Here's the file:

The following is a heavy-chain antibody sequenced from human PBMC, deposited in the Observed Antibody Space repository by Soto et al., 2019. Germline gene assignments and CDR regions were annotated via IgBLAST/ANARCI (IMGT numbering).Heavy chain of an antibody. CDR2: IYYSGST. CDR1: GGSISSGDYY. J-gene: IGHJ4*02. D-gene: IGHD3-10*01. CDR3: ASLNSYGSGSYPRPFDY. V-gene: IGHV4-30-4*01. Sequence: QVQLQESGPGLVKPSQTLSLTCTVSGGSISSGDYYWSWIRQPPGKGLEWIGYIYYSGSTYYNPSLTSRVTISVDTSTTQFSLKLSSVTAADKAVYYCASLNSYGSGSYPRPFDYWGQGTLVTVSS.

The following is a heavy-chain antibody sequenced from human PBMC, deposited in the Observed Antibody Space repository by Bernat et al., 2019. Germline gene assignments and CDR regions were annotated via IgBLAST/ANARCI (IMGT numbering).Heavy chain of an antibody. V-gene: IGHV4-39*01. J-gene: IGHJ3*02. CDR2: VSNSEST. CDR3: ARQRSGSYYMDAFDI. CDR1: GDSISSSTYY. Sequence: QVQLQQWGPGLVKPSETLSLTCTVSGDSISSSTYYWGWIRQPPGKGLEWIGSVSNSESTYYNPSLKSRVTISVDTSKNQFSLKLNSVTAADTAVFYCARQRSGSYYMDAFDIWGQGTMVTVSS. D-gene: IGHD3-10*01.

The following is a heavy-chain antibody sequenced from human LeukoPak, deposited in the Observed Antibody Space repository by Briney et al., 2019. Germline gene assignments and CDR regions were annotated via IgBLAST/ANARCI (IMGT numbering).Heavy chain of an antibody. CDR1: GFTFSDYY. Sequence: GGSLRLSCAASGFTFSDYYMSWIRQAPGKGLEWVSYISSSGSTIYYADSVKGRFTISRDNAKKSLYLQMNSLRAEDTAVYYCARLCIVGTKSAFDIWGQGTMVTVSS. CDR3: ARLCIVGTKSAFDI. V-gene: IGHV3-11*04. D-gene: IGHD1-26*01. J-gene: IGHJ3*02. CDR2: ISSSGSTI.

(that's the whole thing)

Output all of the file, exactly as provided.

The following is a heavy-chain antibody sequenced from human PBMC, deposited in the Observed Antibody Space repository by Soto et al., 2019. Germline gene assignments and CDR regions were annotated via IgBLAST/ANARCI (IMGT numbering).Heavy chain of an antibody. CDR2: IYYSGST. CDR1: GGSISSGDYY. J-gene: IGHJ4*02. D-gene: IGHD3-10*01. CDR3: ASLNSYGSGSYPRPFDY. V-gene: IGHV4-30-4*01. Sequence: QVQLQESGPGLVKPSQTLSLTCTVSGGSISSGDYYWSWIRQPPGKGLEWIGYIYYSGSTYYNPSLTSRVTISVDTSTTQFSLKLSSVTAADKAVYYCASLNSYGSGSYPRPFDYWGQGTLVTVSS.

The following is a heavy-chain antibody sequenced from human PBMC, deposited in the Observed Antibody Space repository by Bernat et al., 2019. Germline gene assignments and CDR regions were annotated via IgBLAST/ANARCI (IMGT numbering).Heavy chain of an antibody. V-gene: IGHV4-39*01. J-gene: IGHJ3*02. CDR2: VSNSEST. CDR3: ARQRSGSYYMDAFDI. CDR1: GDSISSSTYY. Sequence: QVQLQQWGPGLVKPSETLSLTCTVSGDSISSSTYYWGWIRQPPGKGLEWIGSVSNSESTYYNPSLKSRVTISVDTSKNQFSLKLNSVTAADTAVFYCARQRSGSYYMDAFDIWGQGTMVTVSS. D-gene: IGHD3-10*01.

The following is a heavy-chain antibody sequenced from human LeukoPak, deposited in the Observed Antibody Space repository by Briney et al., 2019. Germline gene assignments and CDR regions were annotated via IgBLAST/ANARCI (IMGT numbering).Heavy chain of an antibody. CDR1: GFTFSDYY. Sequence: GGSLRLSCAASGFTFSDYYMSWIRQAPGKGLEWVSYISSSGSTIYYADSVKGRFTISRDNAKKSLYLQMNSLRAEDTAVYYCARLCIVGTKSAFDIWGQGTMVTVSS. CDR3: ARLCIVGTKSAFDI. V-gene: IGHV3-11*04. D-gene: IGHD1-26*01. J-gene: IGHJ3*02. CDR2: ISSSGSTI.